Nick Compton vs Joe Root: The right choice
With the retirement of Andrew Strauss, England was in the pursuit of finding an opener who would assist captain Alastair Cook on the tour of India and further on. There of course was Jonathan Trott, who was a viable option who would’ve been up for the task if needed, but there were two other contenders who had to earn their place in the coveted spot: Nick Compton and Joe Root. Although Nick Compton has made the cut and been picked for the first Test, let’s have a closer look at both the runners, and why Compton was picked ahead of Root.
FC Runs: 2015
Average – 38.01
Highest – 222*
FC runs in 2011-12 – 746
The 21-year-old who plays for Yorkshire is an opening specialist who has amassed 746 runs in 2011-12. He is well aware of the gravity of the challenge of facing and tackling the new ball at the start and building an innings thereon. His past county season was what perhaps brought about his selection, as he scored all his four first-class centuries in the past season. He scored his highest score in first-class cricket, 222, against Hampshire in July, which imaginably sponsored his selection.
Joe Root being only 21 years old, places England in quite a precarious situation, as his lack of experience might be the difference between success and failure in a country like India, where the challenge posed is at the highest level; having said that, he has proved himself on the international stage with performances that were lauded during the U-19 World Cup in 2010. Also, being a part of the England Lions, he has gained international exposure to a certain extent.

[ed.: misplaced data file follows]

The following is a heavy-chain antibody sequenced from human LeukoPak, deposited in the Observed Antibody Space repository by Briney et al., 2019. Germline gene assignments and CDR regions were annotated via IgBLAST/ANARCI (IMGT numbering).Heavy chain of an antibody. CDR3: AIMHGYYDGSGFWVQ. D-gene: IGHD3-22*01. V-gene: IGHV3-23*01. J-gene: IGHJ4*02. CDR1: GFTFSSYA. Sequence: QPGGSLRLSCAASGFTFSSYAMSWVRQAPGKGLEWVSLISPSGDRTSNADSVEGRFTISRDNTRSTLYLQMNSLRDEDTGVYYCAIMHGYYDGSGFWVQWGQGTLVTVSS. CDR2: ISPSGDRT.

On the broader perspective however, if Root is picked, and even if he fails, he has age on his side to make mistakes and return to the team. If Strauss’ replacement needs to be more on a permanent basis, Root is more suited for selection, given that he is only 21 and his transition from first-class cricket to the international scene could be a gradual and smooth process.
FC Runs: 6407
Average – 44.49
Highest – 254*
FC runs in 2011-12 – 1494
Compton on the other hand, is full of experience! That might have been an important factor in picking Compton ahead of Root. Jonny Bairstow is relatively inexperienced; hence the English management perhaps wanted a tad more know-how in their ranks, heading into a series like this. Compton has proved his prowess in Indian conditions in the practice games, where he managed to put up a gritty 64 in the second match after scoring a duck in his first outing in the country. However, he added the extra zing needed to push for selection when he scored consistent half-centuries in the practice games.
Compton has had a phenomenal year – he was the only player to have scored 1000 runs in the county season at an average of 99.60. His work ethic and aptitude, combined with a hunger to perform – coming from a family with a prodigious cricketing history – is second to none. He has played thrice the amount of games that Root has, and has scored 16 FC centuries in comparison to Root’s 4. Compton also has had a fair exposure to the Indian conditions a couple of years ago, when he was a part of the Somerset county team competing in the Champions League T20, where he made some significant contributions.
It would be interesting to see how Compton fares on the international arena altogether; after all, it is a different ball-game. Whether ECB’s selection will be justified and will pay off will be known tomorrow, when England takes on India at the first Test in Ahmedabad. If you ask me, I think England have made the right choice opting for Compton.